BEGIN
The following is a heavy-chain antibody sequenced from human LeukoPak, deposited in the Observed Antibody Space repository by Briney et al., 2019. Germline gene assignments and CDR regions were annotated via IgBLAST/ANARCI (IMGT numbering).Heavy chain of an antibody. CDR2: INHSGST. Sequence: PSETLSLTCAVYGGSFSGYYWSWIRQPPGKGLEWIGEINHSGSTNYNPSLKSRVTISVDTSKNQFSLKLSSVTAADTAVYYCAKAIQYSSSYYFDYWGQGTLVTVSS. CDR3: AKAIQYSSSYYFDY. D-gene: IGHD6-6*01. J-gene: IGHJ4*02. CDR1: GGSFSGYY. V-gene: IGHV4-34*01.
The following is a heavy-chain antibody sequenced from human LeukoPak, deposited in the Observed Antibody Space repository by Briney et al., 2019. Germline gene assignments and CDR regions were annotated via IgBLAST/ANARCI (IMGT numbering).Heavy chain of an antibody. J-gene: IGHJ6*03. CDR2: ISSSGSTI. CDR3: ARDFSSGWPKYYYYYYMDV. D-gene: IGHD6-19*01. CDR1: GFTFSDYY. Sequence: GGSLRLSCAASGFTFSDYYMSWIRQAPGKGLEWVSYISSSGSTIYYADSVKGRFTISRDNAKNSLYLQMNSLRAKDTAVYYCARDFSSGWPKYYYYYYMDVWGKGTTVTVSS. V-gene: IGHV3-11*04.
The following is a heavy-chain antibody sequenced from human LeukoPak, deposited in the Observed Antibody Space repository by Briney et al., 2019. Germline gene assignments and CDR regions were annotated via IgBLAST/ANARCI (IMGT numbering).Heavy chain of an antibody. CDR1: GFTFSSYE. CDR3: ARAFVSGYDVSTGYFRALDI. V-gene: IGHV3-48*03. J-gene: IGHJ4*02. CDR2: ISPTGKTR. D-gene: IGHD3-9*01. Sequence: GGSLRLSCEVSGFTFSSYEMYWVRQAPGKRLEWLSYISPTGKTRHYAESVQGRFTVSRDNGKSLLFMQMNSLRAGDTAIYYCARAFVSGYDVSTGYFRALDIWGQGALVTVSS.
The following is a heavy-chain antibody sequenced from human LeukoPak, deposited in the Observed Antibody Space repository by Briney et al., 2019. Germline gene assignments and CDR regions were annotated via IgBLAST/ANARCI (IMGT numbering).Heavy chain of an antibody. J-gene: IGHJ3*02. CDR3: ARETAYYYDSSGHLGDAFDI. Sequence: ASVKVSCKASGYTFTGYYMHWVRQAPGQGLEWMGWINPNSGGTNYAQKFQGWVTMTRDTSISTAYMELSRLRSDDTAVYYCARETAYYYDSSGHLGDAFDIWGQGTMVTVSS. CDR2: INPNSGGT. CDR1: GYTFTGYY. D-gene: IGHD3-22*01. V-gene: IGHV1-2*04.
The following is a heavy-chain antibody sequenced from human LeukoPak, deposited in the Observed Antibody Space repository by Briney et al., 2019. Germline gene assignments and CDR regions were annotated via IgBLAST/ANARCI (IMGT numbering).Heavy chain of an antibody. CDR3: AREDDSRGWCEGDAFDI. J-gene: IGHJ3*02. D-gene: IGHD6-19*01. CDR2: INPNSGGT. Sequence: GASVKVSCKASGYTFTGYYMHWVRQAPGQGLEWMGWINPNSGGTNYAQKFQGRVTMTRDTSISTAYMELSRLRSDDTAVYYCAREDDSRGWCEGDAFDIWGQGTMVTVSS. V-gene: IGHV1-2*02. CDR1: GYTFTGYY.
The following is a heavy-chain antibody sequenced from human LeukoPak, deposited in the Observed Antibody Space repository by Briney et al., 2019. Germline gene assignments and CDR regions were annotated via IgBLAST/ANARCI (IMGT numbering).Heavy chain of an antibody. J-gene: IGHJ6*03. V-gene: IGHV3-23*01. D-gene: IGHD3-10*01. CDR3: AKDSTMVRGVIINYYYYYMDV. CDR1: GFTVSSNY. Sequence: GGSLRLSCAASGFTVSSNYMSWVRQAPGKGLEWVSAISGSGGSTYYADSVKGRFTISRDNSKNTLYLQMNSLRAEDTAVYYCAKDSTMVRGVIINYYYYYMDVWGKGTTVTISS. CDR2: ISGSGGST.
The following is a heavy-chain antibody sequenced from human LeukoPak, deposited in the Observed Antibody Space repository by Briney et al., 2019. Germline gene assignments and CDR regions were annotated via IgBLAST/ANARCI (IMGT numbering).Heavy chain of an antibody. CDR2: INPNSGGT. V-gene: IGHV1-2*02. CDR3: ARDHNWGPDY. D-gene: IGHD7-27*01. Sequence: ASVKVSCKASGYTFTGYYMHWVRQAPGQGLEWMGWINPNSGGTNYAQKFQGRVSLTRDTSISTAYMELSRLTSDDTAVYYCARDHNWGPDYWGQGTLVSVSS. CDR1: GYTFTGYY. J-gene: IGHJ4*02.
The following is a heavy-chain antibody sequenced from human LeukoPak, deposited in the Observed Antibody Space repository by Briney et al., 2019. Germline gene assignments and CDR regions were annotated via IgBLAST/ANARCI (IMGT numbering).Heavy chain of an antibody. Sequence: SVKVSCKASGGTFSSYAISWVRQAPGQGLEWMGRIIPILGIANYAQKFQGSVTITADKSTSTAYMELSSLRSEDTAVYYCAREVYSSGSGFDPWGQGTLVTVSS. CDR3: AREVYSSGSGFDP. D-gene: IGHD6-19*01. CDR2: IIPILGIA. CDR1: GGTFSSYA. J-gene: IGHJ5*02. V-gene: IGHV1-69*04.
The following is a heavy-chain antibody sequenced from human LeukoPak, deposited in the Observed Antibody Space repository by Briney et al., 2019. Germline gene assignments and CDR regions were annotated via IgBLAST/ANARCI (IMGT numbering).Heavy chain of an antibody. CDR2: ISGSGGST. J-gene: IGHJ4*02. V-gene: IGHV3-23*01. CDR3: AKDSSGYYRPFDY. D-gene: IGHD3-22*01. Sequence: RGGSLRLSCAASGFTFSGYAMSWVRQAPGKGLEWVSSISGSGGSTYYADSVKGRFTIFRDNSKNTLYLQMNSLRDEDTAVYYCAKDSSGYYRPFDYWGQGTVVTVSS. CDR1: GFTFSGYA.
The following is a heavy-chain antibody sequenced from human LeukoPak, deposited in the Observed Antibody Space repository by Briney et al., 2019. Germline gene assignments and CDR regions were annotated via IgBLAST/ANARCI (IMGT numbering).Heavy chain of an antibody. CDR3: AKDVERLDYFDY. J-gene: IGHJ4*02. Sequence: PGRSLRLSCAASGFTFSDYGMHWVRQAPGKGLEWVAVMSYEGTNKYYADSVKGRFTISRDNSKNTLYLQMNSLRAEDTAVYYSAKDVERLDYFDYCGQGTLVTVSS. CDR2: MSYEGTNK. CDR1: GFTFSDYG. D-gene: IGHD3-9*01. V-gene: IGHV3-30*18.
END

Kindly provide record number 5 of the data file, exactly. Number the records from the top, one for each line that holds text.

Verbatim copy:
The following is a heavy-chain antibody sequenced from human LeukoPak, deposited in the Observed Antibody Space repository by Briney et al., 2019. Germline gene assignments and CDR regions were annotated via IgBLAST/ANARCI (IMGT numbering).Heavy chain of an antibody. CDR3: AREDDSRGWCEGDAFDI. J-gene: IGHJ3*02. D-gene: IGHD6-19*01. CDR2: INPNSGGT. Sequence: GASVKVSCKASGYTFTGYYMHWVRQAPGQGLEWMGWINPNSGGTNYAQKFQGRVTMTRDTSISTAYMELSRLRSDDTAVYYCAREDDSRGWCEGDAFDIWGQGTMVTVSS. V-gene: IGHV1-2*02. CDR1: GYTFTGYY.